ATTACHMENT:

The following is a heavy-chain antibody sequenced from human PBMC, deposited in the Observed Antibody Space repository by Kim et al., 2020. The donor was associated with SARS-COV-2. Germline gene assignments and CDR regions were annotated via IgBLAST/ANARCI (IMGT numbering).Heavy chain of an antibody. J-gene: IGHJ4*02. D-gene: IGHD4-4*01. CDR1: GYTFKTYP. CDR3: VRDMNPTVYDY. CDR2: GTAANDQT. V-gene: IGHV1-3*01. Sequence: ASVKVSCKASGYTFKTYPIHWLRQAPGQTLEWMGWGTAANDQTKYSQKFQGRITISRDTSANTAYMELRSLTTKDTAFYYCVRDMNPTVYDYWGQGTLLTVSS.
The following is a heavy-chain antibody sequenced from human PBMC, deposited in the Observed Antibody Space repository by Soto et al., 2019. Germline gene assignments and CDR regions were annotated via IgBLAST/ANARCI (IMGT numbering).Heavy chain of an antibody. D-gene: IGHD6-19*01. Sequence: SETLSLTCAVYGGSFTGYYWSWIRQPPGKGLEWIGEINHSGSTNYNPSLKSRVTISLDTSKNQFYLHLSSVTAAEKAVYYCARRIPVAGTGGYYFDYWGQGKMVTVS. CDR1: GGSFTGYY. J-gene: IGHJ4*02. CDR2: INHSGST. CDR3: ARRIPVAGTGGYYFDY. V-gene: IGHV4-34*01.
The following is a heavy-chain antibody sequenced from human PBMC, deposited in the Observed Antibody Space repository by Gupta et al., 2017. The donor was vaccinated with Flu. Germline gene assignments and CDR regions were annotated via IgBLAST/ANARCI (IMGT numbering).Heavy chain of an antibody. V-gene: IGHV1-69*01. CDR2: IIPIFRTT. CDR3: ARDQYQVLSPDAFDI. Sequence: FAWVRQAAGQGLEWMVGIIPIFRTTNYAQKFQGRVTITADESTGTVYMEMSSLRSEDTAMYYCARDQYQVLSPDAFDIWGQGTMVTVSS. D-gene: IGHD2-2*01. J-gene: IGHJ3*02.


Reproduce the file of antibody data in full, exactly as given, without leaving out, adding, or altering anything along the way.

The following is a heavy-chain antibody sequenced from human PBMC, deposited in the Observed Antibody Space repository by Kim et al., 2020. The donor was associated with SARS-COV-2. Germline gene assignments and CDR regions were annotated via IgBLAST/ANARCI (IMGT numbering).Heavy chain of an antibody. J-gene: IGHJ4*02. D-gene: IGHD4-4*01. CDR1: GYTFKTYP. CDR3: VRDMNPTVYDY. CDR2: GTAANDQT. V-gene: IGHV1-3*01. Sequence: ASVKVSCKASGYTFKTYPIHWLRQAPGQTLEWMGWGTAANDQTKYSQKFQGRITISRDTSANTAYMELRSLTTKDTAFYYCVRDMNPTVYDYWGQGTLLTVSS.
The following is a heavy-chain antibody sequenced from human PBMC, deposited in the Observed Antibody Space repository by Soto et al., 2019. Germline gene assignments and CDR regions were annotated via IgBLAST/ANARCI (IMGT numbering).Heavy chain of an antibody. D-gene: IGHD6-19*01. Sequence: SETLSLTCAVYGGSFTGYYWSWIRQPPGKGLEWIGEINHSGSTNYNPSLKSRVTISLDTSKNQFYLHLSSVTAAEKAVYYCARRIPVAGTGGYYFDYWGQGKMVTVS. CDR1: GGSFTGYY. J-gene: IGHJ4*02. CDR2: INHSGST. CDR3: ARRIPVAGTGGYYFDY. V-gene: IGHV4-34*01.
The following is a heavy-chain antibody sequenced from human PBMC, deposited in the Observed Antibody Space repository by Gupta et al., 2017. The donor was vaccinated with Flu. Germline gene assignments and CDR regions were annotated via IgBLAST/ANARCI (IMGT numbering).Heavy chain of an antibody. V-gene: IGHV1-69*01. CDR2: IIPIFRTT. CDR3: ARDQYQVLSPDAFDI. Sequence: FAWVRQAAGQGLEWMVGIIPIFRTTNYAQKFQGRVTITADESTGTVYMEMSSLRSEDTAMYYCARDQYQVLSPDAFDIWGQGTMVTVSS. D-gene: IGHD2-2*01. J-gene: IGHJ3*02.